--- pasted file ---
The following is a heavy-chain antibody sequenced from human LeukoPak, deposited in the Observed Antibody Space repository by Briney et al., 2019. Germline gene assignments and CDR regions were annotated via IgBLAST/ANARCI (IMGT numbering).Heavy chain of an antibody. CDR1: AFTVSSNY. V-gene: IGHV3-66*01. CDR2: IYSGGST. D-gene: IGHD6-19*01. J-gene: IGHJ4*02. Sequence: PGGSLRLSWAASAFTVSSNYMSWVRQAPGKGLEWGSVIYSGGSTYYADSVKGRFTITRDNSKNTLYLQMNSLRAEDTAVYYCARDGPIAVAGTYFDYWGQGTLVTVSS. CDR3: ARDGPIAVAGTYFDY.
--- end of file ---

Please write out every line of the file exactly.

The following is a heavy-chain antibody sequenced from human LeukoPak, deposited in the Observed Antibody Space repository by Briney et al., 2019. Germline gene assignments and CDR regions were annotated via IgBLAST/ANARCI (IMGT numbering).Heavy chain of an antibody. CDR1: AFTVSSNY. V-gene: IGHV3-66*01. CDR2: IYSGGST. D-gene: IGHD6-19*01. J-gene: IGHJ4*02. Sequence: PGGSLRLSWAASAFTVSSNYMSWVRQAPGKGLEWGSVIYSGGSTYYADSVKGRFTITRDNSKNTLYLQMNSLRAEDTAVYYCARDGPIAVAGTYFDYWGQGTLVTVSS. CDR3: ARDGPIAVAGTYFDY.